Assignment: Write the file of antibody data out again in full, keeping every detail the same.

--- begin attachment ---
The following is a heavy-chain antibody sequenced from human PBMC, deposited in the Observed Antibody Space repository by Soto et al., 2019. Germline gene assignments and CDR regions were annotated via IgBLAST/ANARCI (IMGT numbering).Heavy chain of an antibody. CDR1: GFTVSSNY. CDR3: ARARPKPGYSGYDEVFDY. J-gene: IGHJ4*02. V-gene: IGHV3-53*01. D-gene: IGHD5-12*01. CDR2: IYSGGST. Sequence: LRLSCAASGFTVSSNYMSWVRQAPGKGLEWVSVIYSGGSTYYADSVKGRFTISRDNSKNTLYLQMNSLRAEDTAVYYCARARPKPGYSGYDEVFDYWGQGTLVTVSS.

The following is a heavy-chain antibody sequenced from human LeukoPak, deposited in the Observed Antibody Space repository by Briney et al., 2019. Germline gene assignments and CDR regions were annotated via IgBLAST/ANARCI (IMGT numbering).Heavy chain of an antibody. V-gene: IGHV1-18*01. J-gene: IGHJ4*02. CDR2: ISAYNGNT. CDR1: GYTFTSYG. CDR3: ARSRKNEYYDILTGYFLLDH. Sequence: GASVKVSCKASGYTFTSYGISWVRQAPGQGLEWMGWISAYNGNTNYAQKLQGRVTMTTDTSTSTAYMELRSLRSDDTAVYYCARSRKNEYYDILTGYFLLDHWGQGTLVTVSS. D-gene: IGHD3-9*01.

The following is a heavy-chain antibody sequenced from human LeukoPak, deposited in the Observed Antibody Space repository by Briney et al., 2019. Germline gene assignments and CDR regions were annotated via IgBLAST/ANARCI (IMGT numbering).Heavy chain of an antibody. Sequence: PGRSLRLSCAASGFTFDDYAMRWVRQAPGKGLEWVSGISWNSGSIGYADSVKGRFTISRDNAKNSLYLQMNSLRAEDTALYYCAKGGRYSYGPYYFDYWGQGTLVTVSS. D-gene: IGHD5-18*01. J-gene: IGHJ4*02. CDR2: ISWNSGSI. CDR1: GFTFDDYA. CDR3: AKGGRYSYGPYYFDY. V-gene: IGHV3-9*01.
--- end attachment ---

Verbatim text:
The following is a heavy-chain antibody sequenced from human PBMC, deposited in the Observed Antibody Space repository by Soto et al., 2019. Germline gene assignments and CDR regions were annotated via IgBLAST/ANARCI (IMGT numbering).Heavy chain of an antibody. CDR1: GFTVSSNY. CDR3: ARARPKPGYSGYDEVFDY. J-gene: IGHJ4*02. V-gene: IGHV3-53*01. D-gene: IGHD5-12*01. CDR2: IYSGGST. Sequence: LRLSCAASGFTVSSNYMSWVRQAPGKGLEWVSVIYSGGSTYYADSVKGRFTISRDNSKNTLYLQMNSLRAEDTAVYYCARARPKPGYSGYDEVFDYWGQGTLVTVSS.

The following is a heavy-chain antibody sequenced from human LeukoPak, deposited in the Observed Antibody Space repository by Briney et al., 2019. Germline gene assignments and CDR regions were annotated via IgBLAST/ANARCI (IMGT numbering).Heavy chain of an antibody. V-gene: IGHV1-18*01. J-gene: IGHJ4*02. CDR2: ISAYNGNT. CDR1: GYTFTSYG. CDR3: ARSRKNEYYDILTGYFLLDH. Sequence: GASVKVSCKASGYTFTSYGISWVRQAPGQGLEWMGWISAYNGNTNYAQKLQGRVTMTTDTSTSTAYMELRSLRSDDTAVYYCARSRKNEYYDILTGYFLLDHWGQGTLVTVSS. D-gene: IGHD3-9*01.

The following is a heavy-chain antibody sequenced from human LeukoPak, deposited in the Observed Antibody Space repository by Briney et al., 2019. Germline gene assignments and CDR regions were annotated via IgBLAST/ANARCI (IMGT numbering).Heavy chain of an antibody. Sequence: PGRSLRLSCAASGFTFDDYAMRWVRQAPGKGLEWVSGISWNSGSIGYADSVKGRFTISRDNAKNSLYLQMNSLRAEDTALYYCAKGGRYSYGPYYFDYWGQGTLVTVSS. D-gene: IGHD5-18*01. J-gene: IGHJ4*02. CDR2: ISWNSGSI. CDR1: GFTFDDYA. CDR3: AKGGRYSYGPYYFDY. V-gene: IGHV3-9*01.